The vast majority of theses in this collection are open access and freely available. There are a small number of theses that have access restricted to the WWU campus. For off-campus access to a thesis labeled "Campus Only Access," please log in here with your WWU universal ID, or talk to your librarian about requesting the restricted thesis through interlibrary loan.
Date Permissions Signed
Date of Award
Master of Science (MS)
Suczek, Christopher A., 1942-2014
Engebretson, David C.
Babcock, R. Scott (Randall Scott)
Hansen, Thor A.
The informally named marine strata examined in this study comprise fault bounded slivers of middle to late Eocene (Ulatizian to Narizian) siltstone, sandstone, and conglomerate exposed on the northwestern Olympic Peninsula. The strata are divided into three lithofacies: the sandstone of Bahobohosh, the siltstone of Waatch Point and the siltstone and sandstone of Bear Creek by Snavley et al. (1986). Six facies have been identified consisting of strata deposited by high- and low-density turbidites, storm waves, slumping, tidal or littoral currents, and debris flows. Relationships among the facies indicate shallow marine deposition that shoaled from below to above storm wave-base on the outer shelf.
The sandstone and conglomerate of the study unit consist mainly of predominantly angular to sub-angular, moderately to very poorly sorted lithic arenites. Quartz and plagioclase are the most common monocrystalline grains with potassium feldspar and epidote present insignificant quantities. Lithic grains comprise 35% of all grains. The predominant types are polycrystalline quartz (including chert) followed by intrabasinal sedimentary clasts and basaltic volcanic lithics. A diverse source area consisting of dioritic, granodioritic, and granitic plutonic rocks or gneisses, basaltic volcanics, chert, and greenschist-grade metasedimentary and metavolcanic rocks is indicated.
The study unit most likely had a Vancouver Island source. Erosion of the Sicker, Vancouver, and Bonanza Groups and of the Island Intrusions and West Coast Complex, which together comprise Wrangellia on Vancouver Island, could generate the sediments of the study unit. The western position of the study unit argues against sources further east that would have required large amounts of littoral transport to reach the depositional site. The probable Vancouver Island source and the shallow marine facies of the study unit imply that it formed as a sequence onlapping Vancouver Island. This probable onlap, in conjunction with the petrologic similarities between the study unit and the western portion of the coeval Aldwell Formation, that indicate a possible coextensive relationship, have implications regarding the Paleogene tectonics of the Pacific Northwest, particularly the setting of the Crescent terrane.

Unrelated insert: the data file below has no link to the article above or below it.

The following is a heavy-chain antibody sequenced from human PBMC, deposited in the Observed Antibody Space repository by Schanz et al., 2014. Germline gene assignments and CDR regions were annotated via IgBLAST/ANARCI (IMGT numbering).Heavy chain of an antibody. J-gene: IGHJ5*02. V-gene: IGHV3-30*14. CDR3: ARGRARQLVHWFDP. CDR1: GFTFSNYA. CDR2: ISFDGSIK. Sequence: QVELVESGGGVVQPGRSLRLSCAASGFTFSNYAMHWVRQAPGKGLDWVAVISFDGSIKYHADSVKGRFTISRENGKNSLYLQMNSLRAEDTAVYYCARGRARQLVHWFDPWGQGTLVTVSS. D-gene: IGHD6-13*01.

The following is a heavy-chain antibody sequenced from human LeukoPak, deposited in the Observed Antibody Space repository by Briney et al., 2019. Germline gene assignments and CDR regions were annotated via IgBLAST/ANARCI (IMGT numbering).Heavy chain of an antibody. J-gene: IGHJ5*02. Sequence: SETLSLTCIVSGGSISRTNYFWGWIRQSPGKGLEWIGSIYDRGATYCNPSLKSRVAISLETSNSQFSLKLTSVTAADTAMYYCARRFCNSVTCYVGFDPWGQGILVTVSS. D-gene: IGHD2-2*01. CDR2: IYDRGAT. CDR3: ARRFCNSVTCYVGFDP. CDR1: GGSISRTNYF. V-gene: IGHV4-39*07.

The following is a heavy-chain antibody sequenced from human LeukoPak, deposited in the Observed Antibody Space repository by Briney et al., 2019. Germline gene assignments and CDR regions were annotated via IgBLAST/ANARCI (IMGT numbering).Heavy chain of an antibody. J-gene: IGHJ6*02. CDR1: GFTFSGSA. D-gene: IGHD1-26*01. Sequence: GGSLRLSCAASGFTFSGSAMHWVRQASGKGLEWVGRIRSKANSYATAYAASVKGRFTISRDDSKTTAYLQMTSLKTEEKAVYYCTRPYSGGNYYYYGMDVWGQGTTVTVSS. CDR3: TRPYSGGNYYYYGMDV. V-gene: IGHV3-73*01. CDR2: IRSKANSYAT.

The Paleogene was a tectonically dynamic period in the northeast Pacific Basin. Subduction rates of the Kula and Farallon plates beneath North America were very high (> 100 km/my on the average), and major reorganizations of the Kula-Farallon ridge were taking place. The basaltic basement of the Crescent terrane, which the Aldwell Formation overlies, was generated during the early Eocene in a setting that may have been allochthonous (accreted oceanic plate or oceanic island chain) or autochthonous to North America (continental-margin-rift). If the study unit developed as a sequence onlapping Vancouver Island that was coextensive with the western portion of the Aldwell Formation, the Crescent terrane basalts must have been proximal to Vancouver Island during the middle to late Eocene. Therefore, an allochthonous origin for the Crescent terrane is unlikely.
Coeval shoaling sequences along western North America suggest eustatic control of shoaling in the study unit. However, the shoaling could have resulted from the uplift of the southern edge of Vancouver Island due to the underthrusting of the Crescent terrane or from the approach of the Kula-Farallon ridge to the Pacific Northwest during the Paleogene. Immature sediments and rapid sedimentation rates on the shelf could have resulted from either process.
Lithofacies, Petrography, Aldwell Formation, Crescent terrane
Western Washington University
Copying of this thesis in whole or in part is allowable only for scholarly purposes. It is understood, however, that any copying or publication of this thesis for commercial purposes, or for financial gain, shall not be allowed without the author's written permission.
Adams, Benjamin Nickolas, "The Depositional Environment, Petrography, and Tectonic Implications of Informally Named Middle to Late Eocene Marine Strata, Western Olympic Peninsula, Washington" (1988). WWU Graduate School Collection. 778.